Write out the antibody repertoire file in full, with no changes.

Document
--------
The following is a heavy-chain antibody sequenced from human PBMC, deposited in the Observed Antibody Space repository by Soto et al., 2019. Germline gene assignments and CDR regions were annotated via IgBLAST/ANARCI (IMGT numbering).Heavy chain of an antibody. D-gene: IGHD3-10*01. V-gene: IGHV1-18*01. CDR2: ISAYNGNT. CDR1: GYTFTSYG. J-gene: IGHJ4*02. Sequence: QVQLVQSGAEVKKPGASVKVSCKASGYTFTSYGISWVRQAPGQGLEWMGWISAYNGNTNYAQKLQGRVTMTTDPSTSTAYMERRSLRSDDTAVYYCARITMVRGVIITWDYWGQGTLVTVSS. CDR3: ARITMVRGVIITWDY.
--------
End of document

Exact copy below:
The following is a heavy-chain antibody sequenced from human PBMC, deposited in the Observed Antibody Space repository by Soto et al., 2019. Germline gene assignments and CDR regions were annotated via IgBLAST/ANARCI (IMGT numbering).Heavy chain of an antibody. D-gene: IGHD3-10*01. V-gene: IGHV1-18*01. CDR2: ISAYNGNT. CDR1: GYTFTSYG. J-gene: IGHJ4*02. Sequence: QVQLVQSGAEVKKPGASVKVSCKASGYTFTSYGISWVRQAPGQGLEWMGWISAYNGNTNYAQKLQGRVTMTTDPSTSTAYMERRSLRSDDTAVYYCARITMVRGVIITWDYWGQGTLVTVSS. CDR3: ARITMVRGVIITWDY.